Thirty years ago today I was an E-5 in the U.S. Army stationed at Ft. Lewis, Wa. I remember watching the fall of Saigon on TV and feeling the bottom drop out of my stomach. I had been raised in an America that celebrated bravery, sacrifice and not backing down. What I saw that night was a monstrous betrayal. Not only of the Vietnamese people, but of all the U.S. servicemen that had been casualties of the war. In that one instant, when the helicopters flew off the roof of the embassy, my faith in the United States was pretty much destroyed.
Many, if not most, Americans seemed to consider Vietnam as some vague, far away location with people that didn’t measure up to our standards of openness and honesty. But to me, they were my neighbors, my friends and people that had put their trust in me. We failed them. Not from lack of bravery, but from lack of will. A pathology had gripped the country that seemed to devalue both the Vietnamese and those who went to help them. It permeated society and still lingers in some areas today.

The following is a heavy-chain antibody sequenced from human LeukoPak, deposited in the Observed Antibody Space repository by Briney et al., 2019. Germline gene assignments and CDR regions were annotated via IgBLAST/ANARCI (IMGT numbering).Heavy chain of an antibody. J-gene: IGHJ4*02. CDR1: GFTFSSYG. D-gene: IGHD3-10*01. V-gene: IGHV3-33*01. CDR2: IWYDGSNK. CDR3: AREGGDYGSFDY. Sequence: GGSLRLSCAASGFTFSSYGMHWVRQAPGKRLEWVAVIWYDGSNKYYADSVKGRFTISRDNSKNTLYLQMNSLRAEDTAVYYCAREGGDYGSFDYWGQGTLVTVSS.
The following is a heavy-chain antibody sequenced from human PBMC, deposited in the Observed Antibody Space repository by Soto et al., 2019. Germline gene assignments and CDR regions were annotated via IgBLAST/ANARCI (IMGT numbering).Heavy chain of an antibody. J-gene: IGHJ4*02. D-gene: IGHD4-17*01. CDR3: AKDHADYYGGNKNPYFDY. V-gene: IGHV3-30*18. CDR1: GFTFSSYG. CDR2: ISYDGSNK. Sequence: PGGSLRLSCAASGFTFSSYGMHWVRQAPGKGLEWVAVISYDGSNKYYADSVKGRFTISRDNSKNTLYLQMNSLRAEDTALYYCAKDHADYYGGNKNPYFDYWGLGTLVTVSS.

It took many years for me to get my faith back, to start seeing America as a force for good in the world rather than a collection of spoiled children with too much money, too much free time and not enough integrity.
After the retreat from Vietnam, that country sank into repression, poverty and starvation. Millions were imprisoned, thousands were executed, many more died of starvation when the North Vietnamese tried to set up their “socialist paradise.” Millions fled, braving the South China Sea and pirates reaching Europe, Australia and the United States. Wherever they landed they worked, studied and excelled. Far from being the dregs of the world that the opponents of the war told us we were foolish for supporting, they showed themselves to be equal or superior to the natives wherever they went.
I grates on me to this day that we turned our back on these people, and it infuriates me to no end when some of those same people point to this betrayal as some kind of triumph.